Domain and User Rights Policies are different from the more commonly known "Group Policies." Where Group Policies control application functions, interface restrictions, etc., Domain and User Policies apply more to restrictions over OS functions, such as who can log in locally, act as part of the operating system, start and stop services, etc. These policies are edited using the policy tools found in "User Manager for Domains." For more detail on User Rights policies, see: User Rights.
- Group polices
Group Policies for Windows NT are similar to Group Policies for Windows 95 and 98. The Policies must be configured on a Windows NT computer using the Policy Editor found on the Windows NT CD in \clients\srvtools\winnt\i386. Windows NT also needs a policy file placed in the Netlogon directory of the domain controller and it must be named NTConfig.POL. The templates loaded must be specific to Windows NT. Like Windows 95 and 98 Group Policies, Windows NT Policies can be applied to users, groups, or computers within a domain. A network consisting of a mix of Windows NT and 98 computers utilizing group polices would have two different policy files in the Netlogon directory called NTConfig.POL and Config.POL.
Windows 2000 Policies
Policy restrictions in Windows 2000 are vastly expanded over Windows NT. Because there are so many new different kinds of policies to configure, understanding them can sometimes get complicated. Instead of using a special Policy Editor, Windows 2000 utilizes the universal MMC snap-in. This is just a viewer that can load various programs, including a Policy Editor. Here is a rough outline of what Windows 2000 offers for security control using Policies.
- Local Security Policy
The Windows 2000 Local Security Policy is equivalent to the Windows NT User Rights Policy. This policy works the same as it does on Windows NT by controlling how local users and groups can interact with OS level functions. The snap-in for editing this policy can be found in the "Administrative Tools" group. For more detail on the Windows 2000 Local Security policy, see Microsoft's Granting Log on Locally Rights.
- Local Group Policies
Local Group Policies are local policies that apply to only one computer. There is no standard shortcut to the snap-in, but it can be opened by running "gpedit.msc." Although the policy is called a "group policy," it is misleading because the policy applies to all users that log in to the computer. There is a way around this limitation: by using a previous version of the Windows NT Group Policy Editor. It allows you to apply Policies to local (as opposed to Domain or Active Directory objects) groups and users on a Windows 2000 workstation, but Microsoft does not support it.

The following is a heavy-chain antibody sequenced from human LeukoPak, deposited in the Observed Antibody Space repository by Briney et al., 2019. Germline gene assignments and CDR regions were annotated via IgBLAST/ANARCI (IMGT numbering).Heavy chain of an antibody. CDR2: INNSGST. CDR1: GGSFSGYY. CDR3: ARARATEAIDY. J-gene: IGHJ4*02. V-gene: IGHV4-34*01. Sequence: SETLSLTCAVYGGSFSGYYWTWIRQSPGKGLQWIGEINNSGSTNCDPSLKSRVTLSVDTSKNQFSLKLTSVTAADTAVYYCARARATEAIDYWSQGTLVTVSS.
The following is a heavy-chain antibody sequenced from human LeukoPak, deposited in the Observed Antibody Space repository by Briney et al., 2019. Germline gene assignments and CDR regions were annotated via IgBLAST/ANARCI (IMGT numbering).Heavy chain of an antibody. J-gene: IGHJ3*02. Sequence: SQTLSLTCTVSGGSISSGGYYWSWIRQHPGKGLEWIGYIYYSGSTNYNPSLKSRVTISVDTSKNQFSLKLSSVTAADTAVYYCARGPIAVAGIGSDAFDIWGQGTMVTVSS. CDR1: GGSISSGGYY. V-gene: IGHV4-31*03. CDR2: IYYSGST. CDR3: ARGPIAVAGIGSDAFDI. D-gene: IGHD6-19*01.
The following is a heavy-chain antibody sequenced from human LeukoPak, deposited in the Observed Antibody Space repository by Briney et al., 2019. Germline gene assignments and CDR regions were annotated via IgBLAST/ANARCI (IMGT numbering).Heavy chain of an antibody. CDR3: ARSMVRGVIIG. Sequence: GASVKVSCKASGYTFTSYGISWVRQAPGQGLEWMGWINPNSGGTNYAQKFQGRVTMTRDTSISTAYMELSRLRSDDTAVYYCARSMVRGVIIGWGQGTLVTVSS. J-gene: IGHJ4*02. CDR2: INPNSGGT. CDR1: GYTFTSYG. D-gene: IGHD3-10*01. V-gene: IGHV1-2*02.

- Active Directory Policies
Active Directory Policies work on the Domain level and can be applied to networks of workstations, small and large. They allow you to set up a structure of containers that hold users, computers, or groups of users or computers. A policy can be applied to any number of containers and is applied depending on whether a user or computer belongs to one of those containers. The domain policy similar to the Windows NT domain policy can be found here at the highest level container. All of the snap-ins to administer the Policies are found in the Administrative Tools group on a domain controller. Like the local Group Policies, these Policies are divided into two main subcategories:
- The user subsection of an Active Directory policy applies to the user section of the registry as explained above. (HKEY_CURRENT_USER)
- The computer subsection applies to the machine or computer section of the registry. (HKEY_LOCAL_MACHINE)
Making Microsoft Policies Secure
- Windows 95, 98, NT - Locking down Policies for these operating systems is simple. Any user or group that shouldn't have rights to access the Policies shouldn't have rights to the NTConfig.POL and/or Config.POL files in the Netlogon directory. By default, only administrative and system groups have access here, so it is unlikely that rights will need to be changed. Also, non-administrative users should neither be able to see nor have access to the Policy Editor.
- Windows 2000 - Locking down Policies for Windows 2000 is fairly simple, as well. For each policy, there is a security tab that gives rights to users and groups. By default, users and groups that shouldn't have access to edit Policies are already denied rights. Additionally, shortcuts to the policy editing snap-ins are normally not created for non-administrative users.